The chances of pregnancy with IVF are increased if more than one egg is recovered. To achieve this, the ovaries are stimulated with fertility drugs (super-ovulation) with the intention of growing at least three mature eggs. A number of different drugs and protocols are used in the treatment.
The most commonly used protocol for IVF involves first giving a drug called a gonadotropin releasing hormone agonist (GnRH agonist) either by daily injection or as a nasal spray. The aim of this drug is to temporarily suppress the woman’s natural hormones and control the timing of ovulation. This is called down-regulation and allows for greater control over the treatment cycle.
After ‘down regulation’ has been achieved (approx. two weeks), the GnRH agonist is continued, and injections of FSH ± LH are given to stimulate the ovaries. The second protocol we use is called an Antagonist Protocol where an additional injection is introduced on day 5 or 6 of stimulation to again allow good control of the woman’s hormones.
Eggs are microscopic but they grow in fluid filled structures (follicles) which can be clearly seen on ultrasound scan. The development of the follicles is routinely monitored using vaginal ultrasound scans. After about 7-12 days of the injections, the follicles will almost be mature. The woman is asked to stop her stimulation drugs and a trigger injection called human chorionic gonadotropin (hCG) is given. The hCG injection is carefully timed and is usually given at night with the egg collection being performed 36 hours later in the morning.
This is a minor surgical procedure, carried out at Merrion Fertility Clinic procedure rooms using ultrasound guidance. An Anaesthetist is present during the procedure providing excellent intravenous pain relief and sedation.
A vaginal ultrasound probe with a fine hollow needle attached to it is inserted into the vagina. Under ultrasound guidance, the needle is then advanced into the ovary to drain the fluid from each follicle. Each follicle is emptied in turn and the fluid is passed directly to the laboratory team, who search for the eggs. The eggs are identified and prepared for interaction with partner’s sperm. The whole procedure takes about 20-30 minutes.
Before / during the egg collection procedure, the male partner will provide a semen sample that will be specially prepared and used to inseminate the eggs. Alternatively, if frozen sperm is to be used, this will be thawed out.
Insemination and Fertilization
Eggs are inseminated in the afternoon following the egg collection (‘day 0’) and are left overnight to fertilize. Usually about 60-70% of the eggs collected will be fertilized, but this can vary from 0% to 100%. Regrettably, some 3% of couples will not achieve fertilization of any eggs.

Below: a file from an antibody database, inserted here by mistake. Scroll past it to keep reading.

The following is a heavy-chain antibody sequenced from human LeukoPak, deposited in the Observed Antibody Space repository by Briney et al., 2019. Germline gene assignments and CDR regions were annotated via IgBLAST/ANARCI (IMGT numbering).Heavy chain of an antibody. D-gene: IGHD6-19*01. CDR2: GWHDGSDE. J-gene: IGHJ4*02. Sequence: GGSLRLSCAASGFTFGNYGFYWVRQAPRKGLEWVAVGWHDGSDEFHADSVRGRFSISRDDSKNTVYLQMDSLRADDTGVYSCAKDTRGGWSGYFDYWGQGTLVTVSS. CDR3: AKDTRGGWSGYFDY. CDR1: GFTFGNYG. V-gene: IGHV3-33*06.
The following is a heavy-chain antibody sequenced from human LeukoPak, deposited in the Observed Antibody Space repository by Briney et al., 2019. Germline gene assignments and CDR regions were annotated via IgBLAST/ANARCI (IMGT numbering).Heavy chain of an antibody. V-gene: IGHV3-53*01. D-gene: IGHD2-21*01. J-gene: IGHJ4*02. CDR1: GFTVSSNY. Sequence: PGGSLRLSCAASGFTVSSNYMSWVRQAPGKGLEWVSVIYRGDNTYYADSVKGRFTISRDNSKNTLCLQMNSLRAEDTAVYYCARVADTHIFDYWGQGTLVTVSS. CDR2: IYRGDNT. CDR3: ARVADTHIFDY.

There are 2 ways to inseminate eggs.
Standard IVF: This is where a fixed concentration of motile sperm (100,000) are mixed with the eggs overnight. During the night the sperm should fertilize the eggs.
ICSI (Intra-Cytoplasmic Sperm Injection): This is used when there are not enough motile sperm to fertilize the eggs using the standard IVF method. Eggs are first checked to make sure they are mature as only mature eggs can be injected and subsequently fertilize. An individual sperm is then selected by an embryologist and injected directly into each egg.
Eggs are checked the following morning (‘day 1’) for fertilization and patients are phoned with the update.
Embryo and Blastocyst Culture
Following the fertilization stage, eggs progress on to the embryo stage. This is where the egg splits into 2 cells, then 3, 4 etc. Embryos are cultured or grown in the lab for a number of days. They are monitored regularly by the embryologists and the best embryo(s) are transferred back to the womb in a procedure called Embryo Transfer.
Embryo Transfers can happen on Day 2, Day 3 or Day 5.
The aim of embryo culture is to learn about the embryos and determine which are best and most likely to implant in the womb. If this choice is clear on Day 2 or Day 3 then the Embryo Transfer will be arranged. If it is felt that an extra 2 or 3 days would be helpful in making the decision, then culturing the embryos to Day 5 will be recommended. This is called Blastocyst culture, as by Day 5 embryos will have reached the next stage in their development – the blastocyst stage.
The embryo transfer procedure is quite simple and is usually pain free. No anaesthetic is necessary. One or two embryos suspended in a drop of culture medium are loaded in a fine plastic catheter with a syringe on one end. Gently and carefully, the doctor or nurse guides the tip of the catheter through the vagina and cervix, and deposits the embryos into the uterine cavity. The procedure is guided using ultrasound scanning to check the position of the catheter.
Once the embryos have been replaced, the woman rests for a short while before going home. There is no chance of the embryos ‘falling out’ and women are advised to return to their normal routine as soon as possible.
The number of embryos to be replaced will depend upon several factors such as female age, previous pregnancies and number of cycles. It is well proven worldwide that the safest pregnancy, for both the mother and child, is a singleton pregnancy. Twin pregnancies are at an increased risk of miscarriage, premature delivery, foetal or neonatal death and cerebral palsy. This risk increases dramatically for triplets, quadruplets etc. Our policy is to transfer one or two embryos under normal circumstances. This will be discussed in detail with every couple prior to treatment and again on the day of embryo transfer.